– A more sedate ride up the steepest cable-car in the world to a viewing platform way above the amazing mountain, lake and
The Southern Alps from an 8-seater heading to Milford Sound. Shame the views weren't a little more spectacular, eh...
town view. Canyon Swing - flight options involved the following, both scoring 5 out of 5 on the brown pants scale:
“Backwards” – Heels over ledge and two guys lean you back into the void, play with your mind a little and then let you go.
“Gimp Boy Goes to Hollywood” – Winched out on a crane in a seated position, then swinging legs up and over supporting rope before being released to fall head first into the canyon. Kindly the guys said they would count me down from 5 and the next few seconds went along the lines of “ready, five…” release – cheers guys!
Thursday 3rd February – To Fox Glacier
Leaving Queestown behind, we head to glacier country to arrange another extreme experience: Sand Flies
– Innocuous sounding little blighters, drawing blood from their bites and leaving you with days of itchiness. T-shirts like “I survived the sand flies in Haast” available at our lunch stop. Full Day/Half Day
– Made arrangements for the glacier trek – despite the demanding nature of the trek, a full day on the ice seemed the only option worthy of the effort, so booked it up.
Colin and Trish
Local weather conditions around western South Island NZ mean that clouds, wind and rain are never far away even on the most spectacular of days.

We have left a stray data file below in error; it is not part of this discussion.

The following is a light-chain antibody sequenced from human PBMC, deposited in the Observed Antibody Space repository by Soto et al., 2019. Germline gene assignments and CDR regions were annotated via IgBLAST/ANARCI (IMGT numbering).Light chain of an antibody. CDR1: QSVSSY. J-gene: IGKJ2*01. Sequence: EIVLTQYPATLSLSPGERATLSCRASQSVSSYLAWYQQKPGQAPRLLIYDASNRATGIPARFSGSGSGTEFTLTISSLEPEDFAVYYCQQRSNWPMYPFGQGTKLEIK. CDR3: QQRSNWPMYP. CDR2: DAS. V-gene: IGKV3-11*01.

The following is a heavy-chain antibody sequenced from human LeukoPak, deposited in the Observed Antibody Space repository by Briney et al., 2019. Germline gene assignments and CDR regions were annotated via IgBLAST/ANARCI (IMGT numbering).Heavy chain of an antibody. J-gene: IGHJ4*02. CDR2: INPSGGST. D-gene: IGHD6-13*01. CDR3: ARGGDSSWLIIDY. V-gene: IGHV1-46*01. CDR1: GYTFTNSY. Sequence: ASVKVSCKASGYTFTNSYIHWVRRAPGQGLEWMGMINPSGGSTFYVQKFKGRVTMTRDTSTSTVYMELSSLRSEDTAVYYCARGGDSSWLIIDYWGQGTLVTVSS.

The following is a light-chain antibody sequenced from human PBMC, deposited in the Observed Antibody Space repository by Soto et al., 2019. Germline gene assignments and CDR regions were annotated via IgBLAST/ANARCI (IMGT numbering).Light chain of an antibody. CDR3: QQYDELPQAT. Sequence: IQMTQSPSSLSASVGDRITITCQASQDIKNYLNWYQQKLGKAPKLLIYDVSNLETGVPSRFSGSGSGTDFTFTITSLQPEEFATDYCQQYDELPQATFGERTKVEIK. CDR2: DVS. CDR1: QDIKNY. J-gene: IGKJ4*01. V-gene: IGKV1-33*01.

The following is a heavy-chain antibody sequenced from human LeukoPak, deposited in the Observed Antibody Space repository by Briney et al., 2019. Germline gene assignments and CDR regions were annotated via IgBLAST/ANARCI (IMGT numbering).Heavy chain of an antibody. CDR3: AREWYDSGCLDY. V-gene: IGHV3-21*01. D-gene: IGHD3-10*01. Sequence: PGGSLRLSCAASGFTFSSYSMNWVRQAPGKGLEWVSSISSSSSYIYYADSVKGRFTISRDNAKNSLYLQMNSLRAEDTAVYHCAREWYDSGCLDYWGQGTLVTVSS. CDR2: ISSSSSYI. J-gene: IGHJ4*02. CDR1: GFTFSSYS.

– Our lovely hosts at the Fox Glacier B&B gave us wonderful food and great company in preparation for our endeavours.
Friday 4th February – Ice, Ice Baby
An early kick-off for a day of trekking on the demanding Franz Josef Glacier: Preparation
– Plenty of kit to collect (waterproofs, hats, gloves crampons etc) before being bussed to the river mouth, then a 2.4km trek to the terminal face and a good half hour of scrambling up scree slopes to get to the ice… Glacier
– 6 hours on the ice, trekking up and down amazing waves of gradually moving ice-flow (about 30cm per day), including scrambling through ice tunnels and squeezing along huge ice crevasses – a tough but very rewarding experience. Hot Tubs
– Free entry to the local hot tubs was a well-received added bonus to help ease out the aches and pains of the day.
There are more photos below